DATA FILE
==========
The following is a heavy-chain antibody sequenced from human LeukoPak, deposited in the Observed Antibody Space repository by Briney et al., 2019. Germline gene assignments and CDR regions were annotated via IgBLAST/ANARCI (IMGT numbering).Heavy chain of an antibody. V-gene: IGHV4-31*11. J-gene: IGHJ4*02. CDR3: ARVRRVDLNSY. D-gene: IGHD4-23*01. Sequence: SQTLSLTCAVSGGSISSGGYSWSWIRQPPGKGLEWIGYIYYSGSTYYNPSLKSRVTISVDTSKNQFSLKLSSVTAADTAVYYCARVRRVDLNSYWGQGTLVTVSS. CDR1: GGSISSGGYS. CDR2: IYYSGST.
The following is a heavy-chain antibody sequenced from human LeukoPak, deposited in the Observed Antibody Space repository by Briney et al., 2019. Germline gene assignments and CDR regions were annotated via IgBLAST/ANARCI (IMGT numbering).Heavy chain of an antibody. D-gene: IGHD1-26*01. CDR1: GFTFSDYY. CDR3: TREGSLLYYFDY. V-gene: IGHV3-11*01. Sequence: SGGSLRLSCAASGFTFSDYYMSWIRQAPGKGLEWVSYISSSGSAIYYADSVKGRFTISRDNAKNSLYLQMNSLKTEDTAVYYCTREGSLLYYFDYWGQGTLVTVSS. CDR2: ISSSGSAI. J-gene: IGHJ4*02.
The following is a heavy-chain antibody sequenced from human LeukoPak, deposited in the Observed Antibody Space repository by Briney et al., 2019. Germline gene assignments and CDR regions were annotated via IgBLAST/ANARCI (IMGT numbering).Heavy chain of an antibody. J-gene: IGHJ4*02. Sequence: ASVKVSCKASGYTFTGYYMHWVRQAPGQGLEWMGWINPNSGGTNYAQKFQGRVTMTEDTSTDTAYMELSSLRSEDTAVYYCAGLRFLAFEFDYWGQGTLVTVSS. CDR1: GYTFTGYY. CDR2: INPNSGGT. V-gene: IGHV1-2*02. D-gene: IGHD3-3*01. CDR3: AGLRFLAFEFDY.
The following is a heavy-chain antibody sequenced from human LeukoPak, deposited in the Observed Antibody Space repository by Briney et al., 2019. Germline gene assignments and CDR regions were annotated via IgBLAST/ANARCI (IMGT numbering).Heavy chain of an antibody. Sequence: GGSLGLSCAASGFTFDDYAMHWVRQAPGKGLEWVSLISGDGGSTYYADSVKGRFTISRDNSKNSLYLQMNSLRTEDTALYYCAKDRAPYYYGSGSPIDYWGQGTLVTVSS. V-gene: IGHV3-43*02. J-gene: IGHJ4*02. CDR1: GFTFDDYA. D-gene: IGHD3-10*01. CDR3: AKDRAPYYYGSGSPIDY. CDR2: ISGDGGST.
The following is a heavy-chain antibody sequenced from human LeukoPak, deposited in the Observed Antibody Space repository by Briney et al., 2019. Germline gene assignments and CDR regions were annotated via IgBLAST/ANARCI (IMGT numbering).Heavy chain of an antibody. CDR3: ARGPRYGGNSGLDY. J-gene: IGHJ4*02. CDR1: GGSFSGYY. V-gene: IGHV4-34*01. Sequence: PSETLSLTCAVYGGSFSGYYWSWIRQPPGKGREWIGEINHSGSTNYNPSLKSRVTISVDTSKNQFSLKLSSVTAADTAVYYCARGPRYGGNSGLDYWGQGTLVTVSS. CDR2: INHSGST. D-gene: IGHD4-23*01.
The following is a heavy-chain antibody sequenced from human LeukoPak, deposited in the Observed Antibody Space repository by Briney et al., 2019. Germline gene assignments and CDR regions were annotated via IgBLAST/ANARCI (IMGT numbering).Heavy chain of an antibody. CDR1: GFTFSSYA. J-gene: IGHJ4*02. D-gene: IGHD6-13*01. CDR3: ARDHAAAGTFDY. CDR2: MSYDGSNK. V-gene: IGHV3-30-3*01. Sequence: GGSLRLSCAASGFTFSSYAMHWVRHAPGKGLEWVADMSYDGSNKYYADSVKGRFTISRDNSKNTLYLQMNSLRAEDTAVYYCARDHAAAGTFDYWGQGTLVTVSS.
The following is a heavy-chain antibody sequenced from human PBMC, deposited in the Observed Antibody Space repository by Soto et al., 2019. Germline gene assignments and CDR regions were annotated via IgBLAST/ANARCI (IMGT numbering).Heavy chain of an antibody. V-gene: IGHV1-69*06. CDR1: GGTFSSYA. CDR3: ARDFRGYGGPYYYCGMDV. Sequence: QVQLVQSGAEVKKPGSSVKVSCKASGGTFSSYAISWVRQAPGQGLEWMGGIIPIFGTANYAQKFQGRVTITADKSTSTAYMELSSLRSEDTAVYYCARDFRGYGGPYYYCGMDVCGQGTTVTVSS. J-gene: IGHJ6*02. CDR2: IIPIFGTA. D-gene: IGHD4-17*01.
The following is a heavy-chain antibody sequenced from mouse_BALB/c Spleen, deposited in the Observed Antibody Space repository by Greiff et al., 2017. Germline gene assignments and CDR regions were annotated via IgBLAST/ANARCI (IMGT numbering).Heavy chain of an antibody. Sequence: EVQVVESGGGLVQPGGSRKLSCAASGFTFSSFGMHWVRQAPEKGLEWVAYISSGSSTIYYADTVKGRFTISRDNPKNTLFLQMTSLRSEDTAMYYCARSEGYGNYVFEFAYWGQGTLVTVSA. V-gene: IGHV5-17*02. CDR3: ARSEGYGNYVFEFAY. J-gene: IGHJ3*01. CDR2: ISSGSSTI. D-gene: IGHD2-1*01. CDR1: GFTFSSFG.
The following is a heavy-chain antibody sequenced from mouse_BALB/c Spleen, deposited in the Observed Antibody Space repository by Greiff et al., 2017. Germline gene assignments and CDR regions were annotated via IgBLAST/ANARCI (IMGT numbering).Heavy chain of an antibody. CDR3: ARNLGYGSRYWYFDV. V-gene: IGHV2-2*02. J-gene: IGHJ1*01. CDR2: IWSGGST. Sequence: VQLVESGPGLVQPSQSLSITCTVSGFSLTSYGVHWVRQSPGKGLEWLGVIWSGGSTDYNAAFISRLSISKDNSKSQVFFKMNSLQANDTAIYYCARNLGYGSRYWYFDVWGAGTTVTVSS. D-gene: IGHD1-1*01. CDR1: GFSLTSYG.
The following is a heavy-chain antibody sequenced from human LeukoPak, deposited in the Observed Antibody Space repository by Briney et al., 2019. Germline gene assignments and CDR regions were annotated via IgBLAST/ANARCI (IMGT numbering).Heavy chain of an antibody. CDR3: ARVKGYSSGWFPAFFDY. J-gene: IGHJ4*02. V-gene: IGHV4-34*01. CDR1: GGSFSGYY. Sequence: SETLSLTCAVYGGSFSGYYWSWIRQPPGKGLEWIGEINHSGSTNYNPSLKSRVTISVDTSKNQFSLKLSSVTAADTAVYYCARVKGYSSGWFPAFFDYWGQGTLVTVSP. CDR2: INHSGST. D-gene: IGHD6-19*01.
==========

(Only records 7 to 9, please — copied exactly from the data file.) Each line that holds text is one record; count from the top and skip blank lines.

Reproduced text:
The following is a heavy-chain antibody sequenced from human PBMC, deposited in the Observed Antibody Space repository by Soto et al., 2019. Germline gene assignments and CDR regions were annotated via IgBLAST/ANARCI (IMGT numbering).Heavy chain of an antibody. V-gene: IGHV1-69*06. CDR1: GGTFSSYA. CDR3: ARDFRGYGGPYYYCGMDV. Sequence: QVQLVQSGAEVKKPGSSVKVSCKASGGTFSSYAISWVRQAPGQGLEWMGGIIPIFGTANYAQKFQGRVTITADKSTSTAYMELSSLRSEDTAVYYCARDFRGYGGPYYYCGMDVCGQGTTVTVSS. J-gene: IGHJ6*02. CDR2: IIPIFGTA. D-gene: IGHD4-17*01.
The following is a heavy-chain antibody sequenced from mouse_BALB/c Spleen, deposited in the Observed Antibody Space repository by Greiff et al., 2017. Germline gene assignments and CDR regions were annotated via IgBLAST/ANARCI (IMGT numbering).Heavy chain of an antibody. Sequence: EVQVVESGGGLVQPGGSRKLSCAASGFTFSSFGMHWVRQAPEKGLEWVAYISSGSSTIYYADTVKGRFTISRDNPKNTLFLQMTSLRSEDTAMYYCARSEGYGNYVFEFAYWGQGTLVTVSA. V-gene: IGHV5-17*02. CDR3: ARSEGYGNYVFEFAY. J-gene: IGHJ3*01. CDR2: ISSGSSTI. D-gene: IGHD2-1*01. CDR1: GFTFSSFG.
The following is a heavy-chain antibody sequenced from mouse_BALB/c Spleen, deposited in the Observed Antibody Space repository by Greiff et al., 2017. Germline gene assignments and CDR regions were annotated via IgBLAST/ANARCI (IMGT numbering).Heavy chain of an antibody. CDR3: ARNLGYGSRYWYFDV. V-gene: IGHV2-2*02. J-gene: IGHJ1*01. CDR2: IWSGGST. Sequence: VQLVESGPGLVQPSQSLSITCTVSGFSLTSYGVHWVRQSPGKGLEWLGVIWSGGSTDYNAAFISRLSISKDNSKSQVFFKMNSLQANDTAIYYCARNLGYGSRYWYFDVWGAGTTVTVSS. D-gene: IGHD1-1*01. CDR1: GFSLTSYG.